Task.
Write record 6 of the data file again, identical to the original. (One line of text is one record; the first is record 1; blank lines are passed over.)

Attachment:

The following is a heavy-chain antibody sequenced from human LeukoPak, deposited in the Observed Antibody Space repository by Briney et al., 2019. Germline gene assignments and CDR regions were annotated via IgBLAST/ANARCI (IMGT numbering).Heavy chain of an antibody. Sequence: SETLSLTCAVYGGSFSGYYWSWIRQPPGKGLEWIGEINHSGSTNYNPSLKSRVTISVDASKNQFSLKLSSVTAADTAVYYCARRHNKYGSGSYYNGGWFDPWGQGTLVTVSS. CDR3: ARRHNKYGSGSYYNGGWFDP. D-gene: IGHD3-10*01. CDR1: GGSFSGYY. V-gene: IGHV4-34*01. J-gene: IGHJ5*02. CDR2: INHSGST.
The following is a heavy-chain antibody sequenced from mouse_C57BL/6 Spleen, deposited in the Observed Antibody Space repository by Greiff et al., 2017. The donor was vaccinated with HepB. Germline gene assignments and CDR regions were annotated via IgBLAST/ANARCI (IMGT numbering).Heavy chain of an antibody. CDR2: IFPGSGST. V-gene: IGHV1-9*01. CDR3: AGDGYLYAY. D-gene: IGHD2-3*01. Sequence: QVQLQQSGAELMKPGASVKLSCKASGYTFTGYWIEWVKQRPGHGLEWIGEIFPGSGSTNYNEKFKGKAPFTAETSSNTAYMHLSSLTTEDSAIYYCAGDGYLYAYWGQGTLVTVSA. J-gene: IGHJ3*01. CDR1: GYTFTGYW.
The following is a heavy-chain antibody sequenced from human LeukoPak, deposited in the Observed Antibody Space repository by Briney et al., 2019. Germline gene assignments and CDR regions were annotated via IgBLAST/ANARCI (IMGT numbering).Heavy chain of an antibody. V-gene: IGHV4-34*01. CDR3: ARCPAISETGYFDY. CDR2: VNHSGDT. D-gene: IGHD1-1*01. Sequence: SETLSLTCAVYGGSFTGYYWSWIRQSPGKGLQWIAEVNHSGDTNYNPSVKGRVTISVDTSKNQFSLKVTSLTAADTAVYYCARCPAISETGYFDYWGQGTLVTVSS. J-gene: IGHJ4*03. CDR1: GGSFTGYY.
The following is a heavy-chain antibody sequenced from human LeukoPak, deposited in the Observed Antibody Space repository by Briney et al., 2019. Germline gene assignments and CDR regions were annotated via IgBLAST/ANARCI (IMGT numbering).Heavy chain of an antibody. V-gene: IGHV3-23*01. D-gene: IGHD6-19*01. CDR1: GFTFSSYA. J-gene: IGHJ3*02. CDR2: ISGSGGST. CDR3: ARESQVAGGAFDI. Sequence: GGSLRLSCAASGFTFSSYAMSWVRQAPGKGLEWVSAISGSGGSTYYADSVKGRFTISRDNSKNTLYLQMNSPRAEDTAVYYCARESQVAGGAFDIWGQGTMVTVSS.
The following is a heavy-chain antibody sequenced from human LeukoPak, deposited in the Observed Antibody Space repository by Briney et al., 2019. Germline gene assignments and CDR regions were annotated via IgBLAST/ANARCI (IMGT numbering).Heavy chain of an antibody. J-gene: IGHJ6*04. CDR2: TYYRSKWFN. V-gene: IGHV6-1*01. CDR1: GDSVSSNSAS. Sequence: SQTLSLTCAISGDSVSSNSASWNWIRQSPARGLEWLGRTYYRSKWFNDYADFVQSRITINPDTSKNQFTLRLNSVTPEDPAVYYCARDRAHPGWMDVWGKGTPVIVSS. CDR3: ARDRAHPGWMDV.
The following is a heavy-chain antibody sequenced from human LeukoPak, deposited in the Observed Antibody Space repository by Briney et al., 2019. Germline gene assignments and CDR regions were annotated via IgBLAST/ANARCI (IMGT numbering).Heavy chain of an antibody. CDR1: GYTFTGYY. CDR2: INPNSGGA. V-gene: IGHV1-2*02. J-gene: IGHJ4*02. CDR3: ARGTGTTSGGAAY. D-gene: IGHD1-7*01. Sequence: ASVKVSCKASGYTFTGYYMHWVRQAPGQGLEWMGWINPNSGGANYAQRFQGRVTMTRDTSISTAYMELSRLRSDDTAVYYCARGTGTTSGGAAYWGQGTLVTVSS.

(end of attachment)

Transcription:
The following is a heavy-chain antibody sequenced from human LeukoPak, deposited in the Observed Antibody Space repository by Briney et al., 2019. Germline gene assignments and CDR regions were annotated via IgBLAST/ANARCI (IMGT numbering).Heavy chain of an antibody. CDR1: GYTFTGYY. CDR2: INPNSGGA. V-gene: IGHV1-2*02. J-gene: IGHJ4*02. CDR3: ARGTGTTSGGAAY. D-gene: IGHD1-7*01. Sequence: ASVKVSCKASGYTFTGYYMHWVRQAPGQGLEWMGWINPNSGGANYAQRFQGRVTMTRDTSISTAYMELSRLRSDDTAVYYCARGTGTTSGGAAYWGQGTLVTVSS.